Daniel Sieberg: 'Code Red' II worm attack
Daniel Sieberg is the Science and Technology editor for CNN.com. He is a recipient of the Rafe Mair Award for Excellence in Journalism, and a former reporter for The Vancouver Sun. He joined the CNN.com chat room from Atlanta, GA.
CNN: Thank you for joining us today, Daniel Sieberg, and welcome.
DANIEL SIEBERG: Thanks for having me. Hi everyone!
CNN: How does Code Red II compare to Code Red I?
SIEBERG: Code Red II is a whole new worm. It still exploits the same vulnerability in the Microsoft IIS software, except that this time it leaves behind a "back door" that allows a hacker or anyone else to access the computer. That computer could be storing sensitive information, such as credit card numbers or passwords. They could also deface the Web site.
CHAT PARTICIPANT: Do we need a new patch for Code Red II if we installed the patch for Code Red I?
SIEBERG: Security experts believe the old patch should still work in this case since it exploits the same hole.
CHAT PARTICIPANT: From earlier reports, Code Red is easy to modify to do more damage. Can we expect much more destruction next time?
SIEBERG: It's hard to say. There is potential for more damage as hackers learn more about the vulnerability or about how to exploit it. The key is for companies and individuals to be vigilant with their anti-virus software and update it regularly.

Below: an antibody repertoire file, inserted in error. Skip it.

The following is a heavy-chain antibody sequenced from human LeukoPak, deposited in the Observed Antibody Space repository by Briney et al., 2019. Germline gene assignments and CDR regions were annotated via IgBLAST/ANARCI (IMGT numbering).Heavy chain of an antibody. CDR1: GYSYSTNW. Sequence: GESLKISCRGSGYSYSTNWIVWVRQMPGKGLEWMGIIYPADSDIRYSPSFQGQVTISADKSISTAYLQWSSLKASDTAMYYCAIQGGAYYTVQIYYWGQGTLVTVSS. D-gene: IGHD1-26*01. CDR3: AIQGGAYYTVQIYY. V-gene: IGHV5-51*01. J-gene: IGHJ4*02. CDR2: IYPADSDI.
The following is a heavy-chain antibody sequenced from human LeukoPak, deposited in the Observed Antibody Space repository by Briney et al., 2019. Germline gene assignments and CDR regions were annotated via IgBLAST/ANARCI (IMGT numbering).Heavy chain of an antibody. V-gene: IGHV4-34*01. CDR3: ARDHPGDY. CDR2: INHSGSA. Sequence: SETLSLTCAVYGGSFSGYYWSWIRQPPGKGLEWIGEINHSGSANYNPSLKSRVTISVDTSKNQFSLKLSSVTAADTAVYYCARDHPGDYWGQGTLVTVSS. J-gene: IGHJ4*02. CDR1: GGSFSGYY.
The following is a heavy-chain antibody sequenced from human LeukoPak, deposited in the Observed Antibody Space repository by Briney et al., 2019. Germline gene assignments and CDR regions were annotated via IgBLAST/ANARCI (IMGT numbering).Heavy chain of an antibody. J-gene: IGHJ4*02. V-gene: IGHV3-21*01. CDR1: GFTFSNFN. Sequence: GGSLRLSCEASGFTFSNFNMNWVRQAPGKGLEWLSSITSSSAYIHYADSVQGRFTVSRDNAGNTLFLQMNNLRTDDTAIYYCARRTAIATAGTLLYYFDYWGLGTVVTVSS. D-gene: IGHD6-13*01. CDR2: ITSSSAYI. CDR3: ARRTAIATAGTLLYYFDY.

CHAT PARTICIPANT: Daniel how difficult is it to re-route your connection so that you can bypass the Cisco routers that are over loaded?
SIEBERG: That's a good question. There are reports that some Cisco routers are affected by both worms, but re-routing connections isn't a simple task. It's tough to detail a technical procedure like that in this case, so I would recommend you speak with a security professional for firsthand information.
CHAT PARTICIPANT: Has Microsoft announced any steps to prevent these kind of viruses in the future?
SIEBERG: Well, Microsoft recommends that any company using its software stay current with the required patches. There's not much Microsoft can do to stop hackers from attempting to find other holes in their software, should they exist.
CHAT PARTICIPANT: Good afternoon, Daniel :) Have a problem here... my system is under almost constant intruder attack, and has been for the past two days. Is this from the new Code Red?
SIEBERG: If your system is running Windows 95, 98 or Me, you don't need to be concerned about Code Red. It's only capable of exploiting the hole in IIS, which is used with Windows 2000 and NT machines. But other viruses and worms also scan for different vulnerable machines. As far as telling who or what it is, it's very difficult for the average person to determine the exact source. Keeping your fire wall current should at least give you some small peace of mind.
CHAT PARTICIPANT: Why is Code Red getting more attention than Sircam, which e-mails your private documents to strangers?
SIEBERG: We've covered both computer bugs at CNN.com, and you're right, Sircam is a nasty virus too. It's been around for several weeks and continues to frustrate anti-virus experts. Code Red got so much attention in part because of the federal agencies that participated in combating it, and because it had the potential to cause such widespread problems. It was also unique in that security experts knew when Code Red was scheduled to begin propagating.
CHAT PARTICIPANT: Is the origin of either variation of Code Red known for sure yet?